Designs Are Finalized As Reading Room May at Last Be Renovated
By Diana Jue
The fifth floor Student Center reading room, basically unchanged since its inception in 1965, may soon undergo new construction.
New plans for the renovation of the Student Center fifth floor reading room are currently being reviewed by students before they are finalized by architects and submitted by the Division of Student Life to the Committee for the Review of Space Planning.
Renovations include the addition of a lounge and ID-activated lockers in the entry area, according to floor and design plans by Signer Harris Architects. New lighting fixtures and retractable shades are also a part of the plan. The carpet and all the chairs will be replaced.
“The intent is to make it more airy,” said Undergraduate Association Senate Speaker Andrew T. Lukmann ’07.
An acoustically sealed partition will divide the room into two sections. One section is for group study for four to six people, sound-proof work rooms, and an open work area. The other section is for individual studying with desks that convert into library-like carrels.
The architects brought their plans before the Campus Activities Complex advisory board to ask for feedback on Monday, Oct. 17. Student representatives from the Undergraduate Association, Association for Student Activities, Musical Theatre Guild, Lecture Series Committee, and Panhellenic Association are currently asking for student feedback.
The project will be matched with a budget number that should be decided within the next week, said Phillip J. Walsh, Director of Campus Activities Complex. MIT Facilities has been getting estimates.
The original ceiling estimate for reading room renovations was $1.5 million, said Claude R. Canizares, associate provost and CRSP chair. The current plans are expected to cost an amount within the budget. If students make no major changes to the current plan, renovations will consume 5.7 percent of the $19.5 million budget designated to CRSP, which is a “significant part,” he said.
Construction of MIT facilities typically occurs in the summer, but no plans have yet been set.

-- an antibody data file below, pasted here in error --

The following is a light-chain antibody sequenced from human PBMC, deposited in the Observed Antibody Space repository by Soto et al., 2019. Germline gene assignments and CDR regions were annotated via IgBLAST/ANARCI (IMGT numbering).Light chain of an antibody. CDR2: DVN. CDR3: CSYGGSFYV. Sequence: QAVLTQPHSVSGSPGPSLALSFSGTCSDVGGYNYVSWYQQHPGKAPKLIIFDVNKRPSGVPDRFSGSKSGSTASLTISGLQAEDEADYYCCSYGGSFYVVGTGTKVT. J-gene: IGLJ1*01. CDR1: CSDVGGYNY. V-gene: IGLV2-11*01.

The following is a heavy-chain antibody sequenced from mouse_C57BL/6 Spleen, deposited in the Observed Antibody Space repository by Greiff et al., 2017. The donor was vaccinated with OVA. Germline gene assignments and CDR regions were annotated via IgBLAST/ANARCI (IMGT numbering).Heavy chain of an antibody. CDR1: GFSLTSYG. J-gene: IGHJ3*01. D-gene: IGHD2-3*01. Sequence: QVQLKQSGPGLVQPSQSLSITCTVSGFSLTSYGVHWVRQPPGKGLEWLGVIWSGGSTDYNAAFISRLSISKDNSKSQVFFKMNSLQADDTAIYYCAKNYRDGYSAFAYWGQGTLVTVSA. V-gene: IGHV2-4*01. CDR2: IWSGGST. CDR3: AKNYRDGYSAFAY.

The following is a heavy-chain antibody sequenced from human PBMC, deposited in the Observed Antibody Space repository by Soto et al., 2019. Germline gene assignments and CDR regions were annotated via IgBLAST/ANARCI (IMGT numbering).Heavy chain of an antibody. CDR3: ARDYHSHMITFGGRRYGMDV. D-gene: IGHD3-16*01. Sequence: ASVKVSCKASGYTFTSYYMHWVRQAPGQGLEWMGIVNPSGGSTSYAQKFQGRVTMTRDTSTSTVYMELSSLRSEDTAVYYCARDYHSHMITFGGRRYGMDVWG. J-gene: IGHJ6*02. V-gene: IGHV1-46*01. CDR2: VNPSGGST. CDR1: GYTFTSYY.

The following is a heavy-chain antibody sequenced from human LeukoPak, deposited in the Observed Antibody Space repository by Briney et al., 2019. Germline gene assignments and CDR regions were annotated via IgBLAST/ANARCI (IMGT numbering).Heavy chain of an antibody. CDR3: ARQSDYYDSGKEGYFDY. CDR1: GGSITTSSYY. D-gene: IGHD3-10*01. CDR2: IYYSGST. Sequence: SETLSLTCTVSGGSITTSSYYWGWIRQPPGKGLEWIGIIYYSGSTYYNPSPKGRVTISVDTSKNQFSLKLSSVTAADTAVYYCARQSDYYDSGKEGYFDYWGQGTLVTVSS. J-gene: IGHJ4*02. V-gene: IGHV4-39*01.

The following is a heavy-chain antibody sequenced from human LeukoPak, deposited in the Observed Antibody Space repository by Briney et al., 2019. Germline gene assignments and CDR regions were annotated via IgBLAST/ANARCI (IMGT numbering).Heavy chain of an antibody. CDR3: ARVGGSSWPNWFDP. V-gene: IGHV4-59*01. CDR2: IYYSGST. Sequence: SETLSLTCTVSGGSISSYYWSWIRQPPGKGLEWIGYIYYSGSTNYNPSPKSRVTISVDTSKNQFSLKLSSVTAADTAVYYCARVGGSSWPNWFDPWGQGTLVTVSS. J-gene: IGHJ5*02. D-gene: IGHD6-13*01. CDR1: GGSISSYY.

MIT students have contributed their ideas for reading room renovations since the first renovation was proposed by the UA to the DSL and CAC in December 2002. Students have specifically advocated for the creation of group study areas.
The DSL submitted a renovation proposal to CRSP in 2003 for the fiscal year 2004 budget, but the project was deferred because “budget clouds were forming overhead at the time,” Walsh said. The budget was resubmitted next year and received minimum funding so that a formal plan could be developed.
The project “finally got off the ground” in the beginning of 2005, Walsh said. A small group composed of Walsh and three other MIT staff members was created to coordinate three activities that would provide the architects with input: the CAC advisory board, a group of Institute staff with “experience in group study space,” and in May 2005, a feedback session with students in the Student Center game room.
The reading room has been a part of the Student Center since its construction in 1965, when it was used as a resource library. It is equipped with its original furnishings, Walsh said.
“This is definitely an opportunity now for people to comment on the plan,” said Lukmann. He asks for students to contact their UA senators for details.
Walsh hopes that there will not be too many modifications such that “we need to go back to the drawing board” because it is “not the right time.” He said that the plans “need validation.”
Canizares said that renovating the reading room was a “high priority three years ago. We’d like to make it happen.”